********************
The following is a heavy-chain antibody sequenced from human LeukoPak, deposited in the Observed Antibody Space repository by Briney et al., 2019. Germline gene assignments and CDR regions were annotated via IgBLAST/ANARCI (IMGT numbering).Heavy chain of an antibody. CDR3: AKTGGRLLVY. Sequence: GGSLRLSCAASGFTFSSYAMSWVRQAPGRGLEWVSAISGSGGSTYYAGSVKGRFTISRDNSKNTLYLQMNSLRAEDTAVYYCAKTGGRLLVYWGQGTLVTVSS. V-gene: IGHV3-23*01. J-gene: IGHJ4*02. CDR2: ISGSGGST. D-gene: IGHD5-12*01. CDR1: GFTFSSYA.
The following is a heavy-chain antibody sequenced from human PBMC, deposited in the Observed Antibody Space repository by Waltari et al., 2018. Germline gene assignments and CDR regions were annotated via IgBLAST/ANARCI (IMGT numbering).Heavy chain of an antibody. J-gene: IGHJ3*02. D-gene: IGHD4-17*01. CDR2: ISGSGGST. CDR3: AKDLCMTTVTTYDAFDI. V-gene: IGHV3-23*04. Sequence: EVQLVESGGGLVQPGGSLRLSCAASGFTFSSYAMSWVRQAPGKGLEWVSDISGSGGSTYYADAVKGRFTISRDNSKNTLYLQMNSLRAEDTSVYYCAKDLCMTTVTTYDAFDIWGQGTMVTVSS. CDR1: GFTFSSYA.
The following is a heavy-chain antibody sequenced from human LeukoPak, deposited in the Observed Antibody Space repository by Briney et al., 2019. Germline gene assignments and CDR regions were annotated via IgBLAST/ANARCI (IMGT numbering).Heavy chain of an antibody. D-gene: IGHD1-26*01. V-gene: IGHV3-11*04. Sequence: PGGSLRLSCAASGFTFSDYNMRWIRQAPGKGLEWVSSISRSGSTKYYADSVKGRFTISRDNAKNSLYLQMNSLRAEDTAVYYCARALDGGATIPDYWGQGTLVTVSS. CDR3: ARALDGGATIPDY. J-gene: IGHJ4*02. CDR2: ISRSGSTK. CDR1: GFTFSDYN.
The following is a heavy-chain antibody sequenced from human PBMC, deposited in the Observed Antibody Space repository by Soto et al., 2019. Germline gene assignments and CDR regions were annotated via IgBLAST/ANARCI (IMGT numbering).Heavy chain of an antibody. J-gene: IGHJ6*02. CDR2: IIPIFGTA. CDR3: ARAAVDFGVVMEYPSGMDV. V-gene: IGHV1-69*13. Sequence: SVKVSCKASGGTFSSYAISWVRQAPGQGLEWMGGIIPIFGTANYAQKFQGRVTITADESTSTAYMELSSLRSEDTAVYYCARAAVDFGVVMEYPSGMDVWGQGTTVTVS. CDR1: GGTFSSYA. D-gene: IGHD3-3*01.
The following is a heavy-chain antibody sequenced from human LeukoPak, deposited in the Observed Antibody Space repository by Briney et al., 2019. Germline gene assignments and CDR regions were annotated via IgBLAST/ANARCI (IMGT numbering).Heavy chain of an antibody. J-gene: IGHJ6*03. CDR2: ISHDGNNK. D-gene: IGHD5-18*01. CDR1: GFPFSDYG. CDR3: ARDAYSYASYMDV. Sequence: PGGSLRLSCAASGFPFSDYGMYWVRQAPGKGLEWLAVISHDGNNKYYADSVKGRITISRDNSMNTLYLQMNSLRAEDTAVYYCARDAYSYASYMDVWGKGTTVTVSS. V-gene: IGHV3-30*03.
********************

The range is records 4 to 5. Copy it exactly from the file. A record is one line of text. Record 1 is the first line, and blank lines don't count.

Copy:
The following is a heavy-chain antibody sequenced from human PBMC, deposited in the Observed Antibody Space repository by Soto et al., 2019. Germline gene assignments and CDR regions were annotated via IgBLAST/ANARCI (IMGT numbering).Heavy chain of an antibody. J-gene: IGHJ6*02. CDR2: IIPIFGTA. CDR3: ARAAVDFGVVMEYPSGMDV. V-gene: IGHV1-69*13. Sequence: SVKVSCKASGGTFSSYAISWVRQAPGQGLEWMGGIIPIFGTANYAQKFQGRVTITADESTSTAYMELSSLRSEDTAVYYCARAAVDFGVVMEYPSGMDVWGQGTTVTVS. CDR1: GGTFSSYA. D-gene: IGHD3-3*01.
The following is a heavy-chain antibody sequenced from human LeukoPak, deposited in the Observed Antibody Space repository by Briney et al., 2019. Germline gene assignments and CDR regions were annotated via IgBLAST/ANARCI (IMGT numbering).Heavy chain of an antibody. J-gene: IGHJ6*03. CDR2: ISHDGNNK. D-gene: IGHD5-18*01. CDR1: GFPFSDYG. CDR3: ARDAYSYASYMDV. Sequence: PGGSLRLSCAASGFPFSDYGMYWVRQAPGKGLEWLAVISHDGNNKYYADSVKGRITISRDNSMNTLYLQMNSLRAEDTAVYYCARDAYSYASYMDVWGKGTTVTVSS. V-gene: IGHV3-30*03.